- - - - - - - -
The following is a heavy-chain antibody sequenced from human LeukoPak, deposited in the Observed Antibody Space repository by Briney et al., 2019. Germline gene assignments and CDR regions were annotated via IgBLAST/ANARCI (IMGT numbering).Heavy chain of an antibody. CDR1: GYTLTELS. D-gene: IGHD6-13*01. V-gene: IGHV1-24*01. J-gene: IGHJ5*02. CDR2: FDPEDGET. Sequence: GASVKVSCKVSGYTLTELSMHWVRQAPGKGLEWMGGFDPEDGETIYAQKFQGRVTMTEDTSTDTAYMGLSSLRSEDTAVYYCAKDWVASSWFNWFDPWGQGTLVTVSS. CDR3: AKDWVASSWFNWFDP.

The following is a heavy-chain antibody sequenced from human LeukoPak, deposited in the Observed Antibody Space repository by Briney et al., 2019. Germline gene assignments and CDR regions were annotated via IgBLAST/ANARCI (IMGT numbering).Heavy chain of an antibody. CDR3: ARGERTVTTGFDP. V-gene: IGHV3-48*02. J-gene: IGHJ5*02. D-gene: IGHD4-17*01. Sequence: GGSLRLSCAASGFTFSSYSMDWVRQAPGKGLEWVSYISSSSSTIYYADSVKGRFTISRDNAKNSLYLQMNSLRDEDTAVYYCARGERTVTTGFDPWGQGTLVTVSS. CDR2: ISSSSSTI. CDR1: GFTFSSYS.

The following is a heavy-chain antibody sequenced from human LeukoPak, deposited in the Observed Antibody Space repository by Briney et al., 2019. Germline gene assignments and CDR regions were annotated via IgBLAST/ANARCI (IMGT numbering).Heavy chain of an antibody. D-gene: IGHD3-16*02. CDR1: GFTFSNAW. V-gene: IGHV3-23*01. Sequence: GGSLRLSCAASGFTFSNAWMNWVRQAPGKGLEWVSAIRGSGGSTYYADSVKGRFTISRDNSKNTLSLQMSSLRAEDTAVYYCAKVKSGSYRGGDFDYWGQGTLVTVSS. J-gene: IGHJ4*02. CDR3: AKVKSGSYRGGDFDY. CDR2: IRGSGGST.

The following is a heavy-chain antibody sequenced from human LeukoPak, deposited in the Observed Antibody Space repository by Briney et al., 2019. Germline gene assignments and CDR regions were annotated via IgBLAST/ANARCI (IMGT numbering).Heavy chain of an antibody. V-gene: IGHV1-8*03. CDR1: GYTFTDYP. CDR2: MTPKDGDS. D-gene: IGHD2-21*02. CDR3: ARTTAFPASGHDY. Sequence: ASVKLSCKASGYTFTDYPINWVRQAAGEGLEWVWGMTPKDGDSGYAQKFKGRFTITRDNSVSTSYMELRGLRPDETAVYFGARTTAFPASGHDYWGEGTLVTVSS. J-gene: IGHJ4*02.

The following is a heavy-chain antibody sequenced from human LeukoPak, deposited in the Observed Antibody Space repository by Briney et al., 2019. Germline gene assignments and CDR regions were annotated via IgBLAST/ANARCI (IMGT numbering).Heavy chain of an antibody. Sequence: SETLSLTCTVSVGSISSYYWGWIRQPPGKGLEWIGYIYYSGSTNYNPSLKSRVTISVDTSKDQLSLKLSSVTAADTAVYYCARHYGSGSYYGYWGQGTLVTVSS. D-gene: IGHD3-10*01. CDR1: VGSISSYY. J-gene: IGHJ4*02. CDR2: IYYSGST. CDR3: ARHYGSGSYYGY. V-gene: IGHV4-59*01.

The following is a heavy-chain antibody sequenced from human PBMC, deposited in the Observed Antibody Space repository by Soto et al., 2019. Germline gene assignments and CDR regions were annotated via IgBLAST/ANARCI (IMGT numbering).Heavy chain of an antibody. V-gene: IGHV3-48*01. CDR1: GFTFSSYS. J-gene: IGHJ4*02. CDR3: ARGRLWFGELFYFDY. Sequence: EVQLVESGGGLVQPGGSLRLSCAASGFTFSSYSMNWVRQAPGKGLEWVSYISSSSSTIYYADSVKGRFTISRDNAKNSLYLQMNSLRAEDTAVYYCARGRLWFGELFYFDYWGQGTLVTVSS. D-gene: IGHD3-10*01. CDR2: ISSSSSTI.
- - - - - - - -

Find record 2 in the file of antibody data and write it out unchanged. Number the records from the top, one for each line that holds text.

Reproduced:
The following is a heavy-chain antibody sequenced from human LeukoPak, deposited in the Observed Antibody Space repository by Briney et al., 2019. Germline gene assignments and CDR regions were annotated via IgBLAST/ANARCI (IMGT numbering).Heavy chain of an antibody. CDR3: ARGERTVTTGFDP. V-gene: IGHV3-48*02. J-gene: IGHJ5*02. D-gene: IGHD4-17*01. Sequence: GGSLRLSCAASGFTFSSYSMDWVRQAPGKGLEWVSYISSSSSTIYYADSVKGRFTISRDNAKNSLYLQMNSLRDEDTAVYYCARGERTVTTGFDPWGQGTLVTVSS. CDR2: ISSSSSTI. CDR1: GFTFSSYS.